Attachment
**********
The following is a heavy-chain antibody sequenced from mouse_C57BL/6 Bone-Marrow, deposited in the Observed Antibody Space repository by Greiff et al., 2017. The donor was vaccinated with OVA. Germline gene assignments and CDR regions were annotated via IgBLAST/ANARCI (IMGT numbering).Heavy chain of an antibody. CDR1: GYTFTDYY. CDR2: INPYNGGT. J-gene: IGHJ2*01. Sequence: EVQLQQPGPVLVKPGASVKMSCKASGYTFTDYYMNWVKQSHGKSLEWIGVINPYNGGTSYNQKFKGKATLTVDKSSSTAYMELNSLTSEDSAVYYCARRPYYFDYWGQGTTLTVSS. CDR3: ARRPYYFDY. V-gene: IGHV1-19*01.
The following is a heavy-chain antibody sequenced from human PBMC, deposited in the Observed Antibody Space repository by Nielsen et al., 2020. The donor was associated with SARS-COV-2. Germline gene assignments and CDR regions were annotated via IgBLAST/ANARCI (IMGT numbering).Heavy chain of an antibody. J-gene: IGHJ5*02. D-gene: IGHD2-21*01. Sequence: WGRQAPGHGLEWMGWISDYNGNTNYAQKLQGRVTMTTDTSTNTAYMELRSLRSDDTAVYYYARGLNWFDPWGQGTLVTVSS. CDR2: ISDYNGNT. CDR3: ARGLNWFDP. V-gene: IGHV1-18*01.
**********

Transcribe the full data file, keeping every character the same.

The following is a heavy-chain antibody sequenced from mouse_C57BL/6 Bone-Marrow, deposited in the Observed Antibody Space repository by Greiff et al., 2017. The donor was vaccinated with OVA. Germline gene assignments and CDR regions were annotated via IgBLAST/ANARCI (IMGT numbering).Heavy chain of an antibody. CDR1: GYTFTDYY. CDR2: INPYNGGT. J-gene: IGHJ2*01. Sequence: EVQLQQPGPVLVKPGASVKMSCKASGYTFTDYYMNWVKQSHGKSLEWIGVINPYNGGTSYNQKFKGKATLTVDKSSSTAYMELNSLTSEDSAVYYCARRPYYFDYWGQGTTLTVSS. CDR3: ARRPYYFDY. V-gene: IGHV1-19*01.
The following is a heavy-chain antibody sequenced from human PBMC, deposited in the Observed Antibody Space repository by Nielsen et al., 2020. The donor was associated with SARS-COV-2. Germline gene assignments and CDR regions were annotated via IgBLAST/ANARCI (IMGT numbering).Heavy chain of an antibody. J-gene: IGHJ5*02. D-gene: IGHD2-21*01. Sequence: WGRQAPGHGLEWMGWISDYNGNTNYAQKLQGRVTMTTDTSTNTAYMELRSLRSDDTAVYYYARGLNWFDPWGQGTLVTVSS. CDR2: ISDYNGNT. CDR3: ARGLNWFDP. V-gene: IGHV1-18*01.